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3 Reasons Your Boss Takes Credit For Your Work

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You suggested an alternative solution to a tough problem, you stayed late to get it finished, or you took a risk against the cultural current and it was a big hit. What’s worse, your boss takes credit for your hard work.

boss takes credit

If you’ve been in the workforce for a while you’ve probably encountered a time when your boss took credit for something that you worked very hard to accomplish. If you are a boss, this could be about you.

Right up front the easiest rebuttal to any of this is that it is all about teamwork.

Yes, teamwork is absolutely important and yes in many cases we don’t accomplish much without the team, and yes you should care and always be sure to embrace all of the concepts associated with teamwork.

Still, we all have some individual needs and motivators and as such let’s save teamwork for another, different conversation.

Boss Takes Credit

There are probably many reasons why your boss takes credit for your work but let’s look at three of the most common.

  1. Your boss is oblivious. While it might sometimes seem hard to believe, your boss might not know any better. If they have gained their experience in an environment where this was normal practice they might not see it any other way. It is how things work when you become the boss.
  2. Your boss is insecure. We all know that not every supervisor is a good leader and those who are in a formal leadership role but lack the experience and appropriate skills might be a little insecure. If you have a strong presence, exceptional levels of previous experience, or perhaps a stronger educational background your boss might feel a little insecure.
  3. Your work is their work. It is not uncommon for the manager of a department to take credit for work performed by the team. Some believe that any work you do is a work for hire and since they hired you they own all of your output. Certainly in some professional fields this might be legally valid, but from an employee morale standpoint it can have costly consequences.

From my experience all of this is most common with those who have recently moved to a supervisory status, but at the same time there are still plenty of long-term supervisors who believe this is the way to lead.

By today’s standards this is certainly not leadership, this is can be very demotivating, disrespectful, and sometimes even demoralizing.

What to Do

If you are the boss, step back, regroup and start praising the efforts of your team. Build your team up, error on the side of giving them more credit while you take less.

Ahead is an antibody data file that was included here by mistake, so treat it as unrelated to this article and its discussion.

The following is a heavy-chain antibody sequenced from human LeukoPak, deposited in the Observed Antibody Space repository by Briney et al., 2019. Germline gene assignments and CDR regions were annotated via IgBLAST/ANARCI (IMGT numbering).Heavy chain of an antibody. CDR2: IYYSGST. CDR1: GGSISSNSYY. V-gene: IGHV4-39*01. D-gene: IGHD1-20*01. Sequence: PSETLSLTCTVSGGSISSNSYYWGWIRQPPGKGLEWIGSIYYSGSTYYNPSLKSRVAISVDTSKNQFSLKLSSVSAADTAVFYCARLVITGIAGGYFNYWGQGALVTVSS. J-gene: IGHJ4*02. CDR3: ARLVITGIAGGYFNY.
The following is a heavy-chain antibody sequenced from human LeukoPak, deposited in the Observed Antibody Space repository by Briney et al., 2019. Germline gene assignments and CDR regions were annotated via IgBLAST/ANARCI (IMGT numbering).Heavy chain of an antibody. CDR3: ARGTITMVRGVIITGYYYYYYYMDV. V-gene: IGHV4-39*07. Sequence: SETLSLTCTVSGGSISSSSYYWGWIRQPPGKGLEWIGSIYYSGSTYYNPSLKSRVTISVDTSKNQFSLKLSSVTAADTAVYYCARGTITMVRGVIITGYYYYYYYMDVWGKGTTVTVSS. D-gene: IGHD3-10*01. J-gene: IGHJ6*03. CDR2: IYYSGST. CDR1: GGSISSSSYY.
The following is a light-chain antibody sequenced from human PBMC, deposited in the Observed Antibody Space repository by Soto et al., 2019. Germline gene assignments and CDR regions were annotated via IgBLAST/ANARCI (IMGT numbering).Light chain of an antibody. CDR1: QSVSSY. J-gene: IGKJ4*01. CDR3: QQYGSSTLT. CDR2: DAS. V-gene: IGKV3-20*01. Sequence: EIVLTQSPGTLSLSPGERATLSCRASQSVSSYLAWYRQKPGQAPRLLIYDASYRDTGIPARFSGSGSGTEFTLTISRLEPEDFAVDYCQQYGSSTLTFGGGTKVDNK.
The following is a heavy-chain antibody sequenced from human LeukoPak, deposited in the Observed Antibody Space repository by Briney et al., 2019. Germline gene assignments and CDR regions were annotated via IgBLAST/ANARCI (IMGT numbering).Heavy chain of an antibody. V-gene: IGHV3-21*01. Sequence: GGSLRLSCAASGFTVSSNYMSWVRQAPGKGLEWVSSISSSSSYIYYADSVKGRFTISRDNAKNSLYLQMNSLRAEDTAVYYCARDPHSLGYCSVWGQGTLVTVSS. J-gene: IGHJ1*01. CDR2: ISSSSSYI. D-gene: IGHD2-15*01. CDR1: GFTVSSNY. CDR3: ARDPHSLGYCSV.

What if you are the direct report?

You can (and should) keep working hard while looking for ways to become more visible.

If you believe your boss is oblivious or insecure you can probably invite some constructive conversation that might help. Especially compelling is if you can discuss an example of another employee, not yourself, and in that way it doesn’t come across as self-rewarding.

“I think Jack felt a little left out when everyone praised you for the work on that project. I’m wondering if there is a way to highlight his contributions.”

“I’m not sure but I got the impression that Jill was expecting some kudos for bringing in that large client. I wish we could do something to highlight her effort, it wouldn’t have happened without her work.”

What about the concept of your work, is their work? This might be the hardest to navigate since by its very nature it might imply that they get it, but they don’t care, after all you work for them.

It always depends, but I believe in high road approaches. Try being the role model for the best behavior by highlighting examples of work well-done by your peers. You don’t have to be the boss to set the best example.

Loving Your Job

Having your job is great, being a team player is better yet; but having your job, being a team player and feeling exceptionally motivated and inspired about your work is probably the best of all.

In the best organizational cultures, the boss takes less credit and gives more.


Dennis E. Gilbert is a business consultant, speaker (CSPTM), and corporate trainer that specializes in helping businesses and individuals accelerate their leadership, their team, and their success. He is a four-time author and some of his work includes, Forgotten Respect, Navigating A Multigenerational Workforce and Pivot and Accelerate, The Next Move Is Yours! Reach him through his website at Dennis-Gilbert.com or by calling +1 646.546.5553.

Dennis Gilbert on Google+